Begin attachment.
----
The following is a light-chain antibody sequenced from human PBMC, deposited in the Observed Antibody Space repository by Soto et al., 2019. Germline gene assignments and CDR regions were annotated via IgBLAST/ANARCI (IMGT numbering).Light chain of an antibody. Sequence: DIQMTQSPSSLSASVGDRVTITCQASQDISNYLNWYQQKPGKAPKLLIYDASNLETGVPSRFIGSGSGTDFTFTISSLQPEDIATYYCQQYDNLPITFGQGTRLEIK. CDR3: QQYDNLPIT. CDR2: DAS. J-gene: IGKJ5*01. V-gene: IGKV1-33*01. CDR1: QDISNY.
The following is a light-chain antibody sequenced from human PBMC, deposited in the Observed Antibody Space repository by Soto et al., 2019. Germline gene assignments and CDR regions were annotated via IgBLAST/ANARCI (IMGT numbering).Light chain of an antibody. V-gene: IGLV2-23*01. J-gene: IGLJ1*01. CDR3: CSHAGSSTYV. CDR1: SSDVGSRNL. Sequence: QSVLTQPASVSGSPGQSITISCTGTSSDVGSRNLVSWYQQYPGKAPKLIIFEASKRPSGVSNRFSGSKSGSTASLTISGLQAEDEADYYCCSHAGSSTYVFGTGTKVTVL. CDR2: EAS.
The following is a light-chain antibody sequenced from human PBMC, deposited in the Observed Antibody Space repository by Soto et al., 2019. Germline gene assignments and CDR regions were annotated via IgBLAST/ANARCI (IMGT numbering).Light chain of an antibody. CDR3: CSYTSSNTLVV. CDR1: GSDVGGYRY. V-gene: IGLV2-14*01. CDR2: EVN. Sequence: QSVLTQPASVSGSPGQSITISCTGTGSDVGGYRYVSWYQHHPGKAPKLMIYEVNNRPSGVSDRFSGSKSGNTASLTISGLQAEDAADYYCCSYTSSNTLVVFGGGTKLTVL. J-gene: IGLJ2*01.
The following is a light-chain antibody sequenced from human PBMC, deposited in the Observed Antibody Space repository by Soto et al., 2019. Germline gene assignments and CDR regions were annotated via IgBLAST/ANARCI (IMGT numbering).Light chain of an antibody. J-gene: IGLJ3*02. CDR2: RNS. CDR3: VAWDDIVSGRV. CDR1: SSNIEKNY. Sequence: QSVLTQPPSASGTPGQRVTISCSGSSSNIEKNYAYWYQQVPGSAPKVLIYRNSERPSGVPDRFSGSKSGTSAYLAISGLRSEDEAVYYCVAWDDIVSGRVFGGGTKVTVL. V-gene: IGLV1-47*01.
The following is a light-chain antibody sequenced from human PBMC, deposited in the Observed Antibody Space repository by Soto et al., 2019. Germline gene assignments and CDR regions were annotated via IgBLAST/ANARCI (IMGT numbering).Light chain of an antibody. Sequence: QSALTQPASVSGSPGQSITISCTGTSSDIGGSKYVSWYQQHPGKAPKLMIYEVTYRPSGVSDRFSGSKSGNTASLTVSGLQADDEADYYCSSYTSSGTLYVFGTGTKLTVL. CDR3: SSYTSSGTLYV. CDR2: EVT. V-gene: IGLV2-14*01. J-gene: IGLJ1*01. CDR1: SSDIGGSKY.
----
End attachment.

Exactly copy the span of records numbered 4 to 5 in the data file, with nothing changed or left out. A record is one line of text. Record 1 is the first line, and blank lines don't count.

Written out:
The following is a light-chain antibody sequenced from human PBMC, deposited in the Observed Antibody Space repository by Soto et al., 2019. Germline gene assignments and CDR regions were annotated via IgBLAST/ANARCI (IMGT numbering).Light chain of an antibody. J-gene: IGLJ3*02. CDR2: RNS. CDR3: VAWDDIVSGRV. CDR1: SSNIEKNY. Sequence: QSVLTQPPSASGTPGQRVTISCSGSSSNIEKNYAYWYQQVPGSAPKVLIYRNSERPSGVPDRFSGSKSGTSAYLAISGLRSEDEAVYYCVAWDDIVSGRVFGGGTKVTVL. V-gene: IGLV1-47*01.
The following is a light-chain antibody sequenced from human PBMC, deposited in the Observed Antibody Space repository by Soto et al., 2019. Germline gene assignments and CDR regions were annotated via IgBLAST/ANARCI (IMGT numbering).Light chain of an antibody. Sequence: QSALTQPASVSGSPGQSITISCTGTSSDIGGSKYVSWYQQHPGKAPKLMIYEVTYRPSGVSDRFSGSKSGNTASLTVSGLQADDEADYYCSSYTSSGTLYVFGTGTKLTVL. CDR3: SSYTSSGTLYV. CDR2: EVT. V-gene: IGLV2-14*01. J-gene: IGLJ1*01. CDR1: SSDIGGSKY.